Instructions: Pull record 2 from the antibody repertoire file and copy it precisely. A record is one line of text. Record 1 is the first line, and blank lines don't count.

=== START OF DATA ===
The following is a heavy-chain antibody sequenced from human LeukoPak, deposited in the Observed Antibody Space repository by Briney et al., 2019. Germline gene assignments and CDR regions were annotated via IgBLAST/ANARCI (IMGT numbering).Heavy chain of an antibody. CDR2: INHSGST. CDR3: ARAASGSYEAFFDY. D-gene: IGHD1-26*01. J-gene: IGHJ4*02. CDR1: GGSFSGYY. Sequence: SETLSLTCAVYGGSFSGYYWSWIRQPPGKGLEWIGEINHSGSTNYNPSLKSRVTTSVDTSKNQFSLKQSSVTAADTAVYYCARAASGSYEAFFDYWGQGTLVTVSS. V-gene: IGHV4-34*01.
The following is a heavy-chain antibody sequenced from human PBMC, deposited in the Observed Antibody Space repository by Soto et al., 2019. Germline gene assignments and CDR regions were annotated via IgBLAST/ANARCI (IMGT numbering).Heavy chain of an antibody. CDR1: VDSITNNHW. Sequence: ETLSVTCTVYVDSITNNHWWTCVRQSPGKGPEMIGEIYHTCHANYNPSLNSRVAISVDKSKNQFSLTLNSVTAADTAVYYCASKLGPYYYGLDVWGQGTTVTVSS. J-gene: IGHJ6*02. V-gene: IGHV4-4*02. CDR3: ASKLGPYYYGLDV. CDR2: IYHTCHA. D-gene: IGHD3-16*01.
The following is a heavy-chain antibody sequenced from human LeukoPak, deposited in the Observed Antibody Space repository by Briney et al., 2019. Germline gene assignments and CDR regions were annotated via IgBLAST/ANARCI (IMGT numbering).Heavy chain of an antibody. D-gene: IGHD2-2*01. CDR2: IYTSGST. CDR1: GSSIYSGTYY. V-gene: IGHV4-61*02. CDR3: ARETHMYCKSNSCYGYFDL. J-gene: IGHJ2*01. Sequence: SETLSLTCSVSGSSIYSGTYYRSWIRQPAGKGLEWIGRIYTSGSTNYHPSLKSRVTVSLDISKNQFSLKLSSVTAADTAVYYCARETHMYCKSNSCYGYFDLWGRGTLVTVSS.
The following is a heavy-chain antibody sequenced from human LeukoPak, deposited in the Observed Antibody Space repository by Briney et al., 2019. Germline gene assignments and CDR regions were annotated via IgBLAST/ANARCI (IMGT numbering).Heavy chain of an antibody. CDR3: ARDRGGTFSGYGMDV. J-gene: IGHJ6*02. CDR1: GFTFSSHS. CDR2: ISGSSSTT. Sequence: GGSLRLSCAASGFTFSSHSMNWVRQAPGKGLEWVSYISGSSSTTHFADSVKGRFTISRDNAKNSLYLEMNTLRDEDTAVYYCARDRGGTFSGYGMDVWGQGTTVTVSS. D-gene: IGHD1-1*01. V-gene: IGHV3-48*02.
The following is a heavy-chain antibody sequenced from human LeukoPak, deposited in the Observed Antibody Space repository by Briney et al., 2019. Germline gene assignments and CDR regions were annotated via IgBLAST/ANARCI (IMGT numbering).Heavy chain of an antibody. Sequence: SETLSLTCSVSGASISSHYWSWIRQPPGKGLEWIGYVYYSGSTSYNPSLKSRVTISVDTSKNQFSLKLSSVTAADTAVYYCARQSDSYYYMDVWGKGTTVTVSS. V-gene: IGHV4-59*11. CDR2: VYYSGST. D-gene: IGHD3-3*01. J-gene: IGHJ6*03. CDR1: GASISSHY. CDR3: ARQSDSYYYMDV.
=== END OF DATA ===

The following is a heavy-chain antibody sequenced from human PBMC, deposited in the Observed Antibody Space repository by Soto et al., 2019. Germline gene assignments and CDR regions were annotated via IgBLAST/ANARCI (IMGT numbering).Heavy chain of an antibody. CDR1: VDSITNNHW. Sequence: ETLSVTCTVYVDSITNNHWWTCVRQSPGKGPEMIGEIYHTCHANYNPSLNSRVAISVDKSKNQFSLTLNSVTAADTAVYYCASKLGPYYYGLDVWGQGTTVTVSS. J-gene: IGHJ6*02. V-gene: IGHV4-4*02. CDR3: ASKLGPYYYGLDV. CDR2: IYHTCHA. D-gene: IGHD3-16*01.